A Newly Discovered Proto-Reptile Borrows Its Name From Norse Myth

A palm-sized, lizardlike creature now represents an early form of animals on the cusp of reptile evolution.

By Joshua Rapp Learn
Sep 16, 2021 5:00 AMSep 17, 2021 8:03 PM
Joermungandr bolti rendering
(Created by Henry Sutherland Sharpe, © 2019 Henry Sutherland Sharpe. Used under license.)


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The fossil of a recently discovered animal that trod both above and possibly underneath the Earth has received the name of a sea serpent that, according to Norse mythology, will invoke the world’s end and consequential rebirth. 

It’s a fitting title given that Joermungandr bolti arrived at the cusp of the reptile’s evolution. “If you saw this thing in real life, you’d say it’s a reptile,” says Arjan Mann, a paleontologist and postdoctoral fellow at the Smithsonian National Museum of Natural History. Mann led the study published this July in Royal Society Open Science that analyzed the tiny ancient animal.

The fossil was discovered at the Mazon Creek fossil beds in Illinois by a collector who later donated it to the Chicago Field Museum of Natural History. While working on his doctorate at Carleton University in Ottawa, Canada, Mann encountered the fossil as he examined the Field Museum’s collections. Now, he and his colleagues from Carleton University are the first to etch it into the evolutionary record.

The Mazon Creek fossil bed formed between roughly 307 and 309 million years ago during the Carboniferous period, when some of the earliest known terrestrial animals first appeared in the fossil record. While amphibians were previously semiterrestrial, they still needed to return to water to lay their eggs. The group of animals still reproduces similarly.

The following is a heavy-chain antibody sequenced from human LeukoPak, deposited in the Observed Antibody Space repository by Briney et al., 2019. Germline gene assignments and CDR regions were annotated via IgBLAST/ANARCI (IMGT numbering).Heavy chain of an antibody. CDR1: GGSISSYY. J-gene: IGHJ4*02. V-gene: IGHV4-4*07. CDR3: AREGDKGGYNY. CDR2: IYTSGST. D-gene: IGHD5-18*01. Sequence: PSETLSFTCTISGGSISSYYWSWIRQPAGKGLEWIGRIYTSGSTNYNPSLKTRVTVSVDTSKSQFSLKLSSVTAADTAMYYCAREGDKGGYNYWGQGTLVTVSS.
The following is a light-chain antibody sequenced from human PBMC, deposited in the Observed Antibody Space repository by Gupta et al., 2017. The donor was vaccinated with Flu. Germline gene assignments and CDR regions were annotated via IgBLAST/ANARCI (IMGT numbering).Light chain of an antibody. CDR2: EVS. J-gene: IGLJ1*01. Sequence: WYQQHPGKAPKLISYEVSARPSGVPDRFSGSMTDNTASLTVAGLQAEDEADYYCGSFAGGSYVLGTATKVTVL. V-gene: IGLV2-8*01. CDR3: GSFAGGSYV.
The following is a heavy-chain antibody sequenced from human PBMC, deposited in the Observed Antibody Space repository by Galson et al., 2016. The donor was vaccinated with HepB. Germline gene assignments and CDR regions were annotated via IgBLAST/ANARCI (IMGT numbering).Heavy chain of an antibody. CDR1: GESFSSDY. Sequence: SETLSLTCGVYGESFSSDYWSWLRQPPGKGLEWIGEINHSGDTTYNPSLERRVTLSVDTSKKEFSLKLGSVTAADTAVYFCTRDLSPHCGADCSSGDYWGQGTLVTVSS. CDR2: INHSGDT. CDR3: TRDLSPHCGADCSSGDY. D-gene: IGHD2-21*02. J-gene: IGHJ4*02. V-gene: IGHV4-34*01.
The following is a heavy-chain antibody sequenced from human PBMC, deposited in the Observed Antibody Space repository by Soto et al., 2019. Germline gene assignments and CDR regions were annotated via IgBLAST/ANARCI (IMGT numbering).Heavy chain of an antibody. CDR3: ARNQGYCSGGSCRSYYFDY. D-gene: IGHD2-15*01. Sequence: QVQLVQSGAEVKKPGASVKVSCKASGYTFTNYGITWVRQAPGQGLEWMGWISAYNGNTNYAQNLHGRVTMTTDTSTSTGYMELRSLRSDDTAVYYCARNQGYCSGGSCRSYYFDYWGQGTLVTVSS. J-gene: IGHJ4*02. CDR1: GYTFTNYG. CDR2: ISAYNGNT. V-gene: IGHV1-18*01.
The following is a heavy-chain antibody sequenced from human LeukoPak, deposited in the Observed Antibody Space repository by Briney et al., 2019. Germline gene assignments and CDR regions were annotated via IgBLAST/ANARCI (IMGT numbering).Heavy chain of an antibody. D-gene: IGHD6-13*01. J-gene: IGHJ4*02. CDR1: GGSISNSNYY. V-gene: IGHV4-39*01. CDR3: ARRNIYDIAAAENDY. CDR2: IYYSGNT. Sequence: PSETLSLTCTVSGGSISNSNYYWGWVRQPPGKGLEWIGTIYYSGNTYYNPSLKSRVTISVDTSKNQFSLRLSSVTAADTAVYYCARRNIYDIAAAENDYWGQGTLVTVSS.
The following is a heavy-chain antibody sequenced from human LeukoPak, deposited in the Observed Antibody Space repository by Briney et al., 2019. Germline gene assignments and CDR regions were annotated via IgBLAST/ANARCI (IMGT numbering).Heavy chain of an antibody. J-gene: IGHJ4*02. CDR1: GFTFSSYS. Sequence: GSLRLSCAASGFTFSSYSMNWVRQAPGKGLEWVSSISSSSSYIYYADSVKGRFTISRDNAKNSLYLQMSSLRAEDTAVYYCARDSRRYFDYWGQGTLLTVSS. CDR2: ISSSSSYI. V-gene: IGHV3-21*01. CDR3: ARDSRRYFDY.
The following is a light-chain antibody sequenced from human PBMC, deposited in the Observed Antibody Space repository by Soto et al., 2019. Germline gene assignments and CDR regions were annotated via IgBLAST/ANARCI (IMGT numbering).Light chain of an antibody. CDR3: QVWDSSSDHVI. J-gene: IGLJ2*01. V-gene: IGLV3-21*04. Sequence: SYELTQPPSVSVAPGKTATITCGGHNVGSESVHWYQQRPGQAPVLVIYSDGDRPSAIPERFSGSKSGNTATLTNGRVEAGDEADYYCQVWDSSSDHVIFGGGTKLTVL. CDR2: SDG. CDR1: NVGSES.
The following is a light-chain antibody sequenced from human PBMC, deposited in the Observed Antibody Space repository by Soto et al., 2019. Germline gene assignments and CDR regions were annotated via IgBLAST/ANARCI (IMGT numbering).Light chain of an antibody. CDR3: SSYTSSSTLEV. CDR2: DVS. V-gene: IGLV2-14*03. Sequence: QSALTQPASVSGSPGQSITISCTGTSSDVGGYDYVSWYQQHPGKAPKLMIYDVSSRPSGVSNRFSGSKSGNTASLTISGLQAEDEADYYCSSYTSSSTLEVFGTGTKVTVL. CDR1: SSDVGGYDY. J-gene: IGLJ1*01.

And while people have found fossils in Mazon Creek for over a century, most of these traces come from insects or fish — tetrapods like J. bolti are much rarer. When these proto-reptiles died out, the Mazon Creek area was likely a mangrove forest, Mann says. 

Joermungandr bolti measured about 2 to 3 inches long with small legs and about 40 vertebrae in its spine. It may have appeared similar to today’s snakes and longer lizards like skinks. J. bolti had scales and, while it’s unclear whether they’re composed of keratin like all modern reptiles, they appear to be smooth and thin. The scales were probably similar to those of reptiles that use them to shed dirt because they spend at least part of their lives underground.

The head shape also appears similar to snakes and lizards that spend some part of their lives down there and dig around with their heads. “These groups of animals might be early reptiles adapted to burrowing,” Mann says.   

The newly described creature may have belonged to a group called microsaurs, which were some of the most abundant creatures during the Carboniferous and subsequent Early Permian. J. Bolti now complicates the debate over whether microsaurs were amniotes, an ancestral clade of reptiles that split from amphibians, or a type of proto-reptile just outside the amniote group. “If they are reptiles, that really increases early fossil reptile diversity,” he says.   

While the name bolti comes from the late Field Museum paleontologist John R. Bolt, Mann also dubbed the new critter after the infamous Jörmungandr. This mythological sea serpent unleashes the world’s demise when it chomps on the end of its own tail. Eventually, a new world emerges after the old one is submerged in water. Mann says he chose the name because J. bolti was among a wave of life that evolved to diversify the various niches on land. 

At that time, the rainforests had begun to break apart and certain sections grew more arid — conditions favoring animals that didn’t depend on water, like the amphibians and fish that had once dominated the world. “These ecosystems were becoming unstable,” Mann says. “It’s really this time period which allowed amniotes to become the most dominant colonizing things on land.” 

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